Lions Mailbag: Quarterbacks in question

ALLEN PARK, Mich. -- The Detroit Lions will finally play football against another team Saturday night at Ford Field and things will really start to ramp up.

Coaches will begin to have answers on who plays well during games. Players might get a better feel for their positioning on the roster. Fans will get to see football again.

And as always, there are questions. So here are some from this week in this edition of Lions Mailbag. To ask questions, either use the hashtag #LionsMailbag on Twitter or email michael.rothstein@espn.com.

Now, on to this week's queries:

@mikerothstein: In a word, no. Yes, Dan Orlovsky had an atrocious practice Wednesday night at Ford Field, but that will happen from time to time. For instance, there were practices during the spring where Calvin Johnson looked less than optimal. In Orlovsky's case, it just happened in public. Orlovsky is still the better option than Kellen Moore and will remain so. He has the experience Jim Caldwell and his staff covet as a backup. There's a reason general manager Martin Mayhew didn't really see Moore as a legit No. 2 quarterback option during the offseason -- it's because his game doesn't really translate that well to the NFL. At this point, I'd still take Orlovsky over Moore to win a game and that's the point of all this.

@mikerothstein: The short answer is if Jeremy Ross were to go down, the Lions would likely look to Golden Tate in the short term to do the job, at least on punts. Depending on how he ends up being used in the offense and how much Theo Riddick can handle as a backup, Reggie Bush would be an intriguing option at punt returns. When it comes to kick returns, Riddick would be a candidate. So would Ryan Broyles, if he ends up making the roster. Kevin Ogletree could handle the role as well. But the first option after Ross would likely be Tate.

@mikerothstein: Yes, Cindy, Gunther Cunningham is still a constant presence at practice and still dresses the same with his black attire. He's not coaching, obviously, but his opinion is still worthwhile. He's a strong evaluater of talent and has always been a good game planner so he's being used that way as a senior coaching assistant. The man has a wealth of knowledge about the game so having him around can only be beneficial.

@mikerothstein: He's been fine. He has had a couple of really good days, but other than that blends in with the rest of the second- and third-teamers on defense and special teams. I'd be curious to see what happens during games, because cornerback is clearly a position that is unsettled on the back end of the Lions' roster. Right now he feels like a better candidate for the practice squad to see what happens in a year or two. His combination of height, weight and hitting is pretty impressive, though.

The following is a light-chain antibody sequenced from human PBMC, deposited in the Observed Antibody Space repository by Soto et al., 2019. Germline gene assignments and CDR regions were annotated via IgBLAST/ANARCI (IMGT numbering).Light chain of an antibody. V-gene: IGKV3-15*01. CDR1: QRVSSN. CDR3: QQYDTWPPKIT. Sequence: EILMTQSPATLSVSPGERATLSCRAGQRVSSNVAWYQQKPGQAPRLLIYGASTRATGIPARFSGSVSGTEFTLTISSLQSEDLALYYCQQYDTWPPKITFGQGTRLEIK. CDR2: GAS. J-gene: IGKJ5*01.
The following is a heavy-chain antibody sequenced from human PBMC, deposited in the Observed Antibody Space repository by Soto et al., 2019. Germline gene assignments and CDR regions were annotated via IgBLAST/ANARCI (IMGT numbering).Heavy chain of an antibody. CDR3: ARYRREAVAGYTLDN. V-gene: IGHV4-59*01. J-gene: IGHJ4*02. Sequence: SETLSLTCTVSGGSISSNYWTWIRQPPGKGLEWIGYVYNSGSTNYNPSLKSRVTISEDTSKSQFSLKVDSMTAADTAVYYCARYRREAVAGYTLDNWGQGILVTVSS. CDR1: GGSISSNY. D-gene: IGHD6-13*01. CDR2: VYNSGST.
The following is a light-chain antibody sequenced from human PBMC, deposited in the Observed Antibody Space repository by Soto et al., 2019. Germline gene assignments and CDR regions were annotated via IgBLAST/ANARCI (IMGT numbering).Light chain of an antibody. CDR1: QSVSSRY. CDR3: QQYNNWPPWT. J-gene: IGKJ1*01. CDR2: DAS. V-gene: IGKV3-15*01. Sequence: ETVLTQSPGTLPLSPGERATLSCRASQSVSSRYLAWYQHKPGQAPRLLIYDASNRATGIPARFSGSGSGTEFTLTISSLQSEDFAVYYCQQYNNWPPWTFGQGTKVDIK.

@mikerothstein: They've been positive about what Matthew Stafford has been doing so far and Stafford appeared comfortable with how things have been going when he spoke Friday as well. He said he's being coached a lot differently now than he was in the previous regime, and that goes beyond learning a new scheme and terms. It extends to his footwork and what he's being asked to do. I've said this pretty consistently -- there could be some rough patches early for him, but by the end of September it will be obvious whether the approach of the new staff is working.

Fritz in Eugene, Oregon asks: Is coach Caldwell doing anything different with the Lions than he did with the Colts when he was their Head Coach? If so, what are the differences? If not, why are the Lions going to do better than the Colts did under his tutelage?

@mikerothstein: That's tough to answer because I have never covered the Colts, but I'll answer your last question -- if you're the Lions, you'd take Caldwell's first two seasons as a head coach. Indianapolis won divisional titles in 2007 and 2008 and reached the Super Bowl in Caldwell's first season. Considering the Lions have never made the Super Bowl and have not won the NFC North with this current grouping of teams, that wouldn't be a bad way to begin. The biggest difference I've noticed -- and from what players have said -- is the efficiency in practices. Everything is fast and has a purpose and Detroit is hoping it translates to a similar style on the field.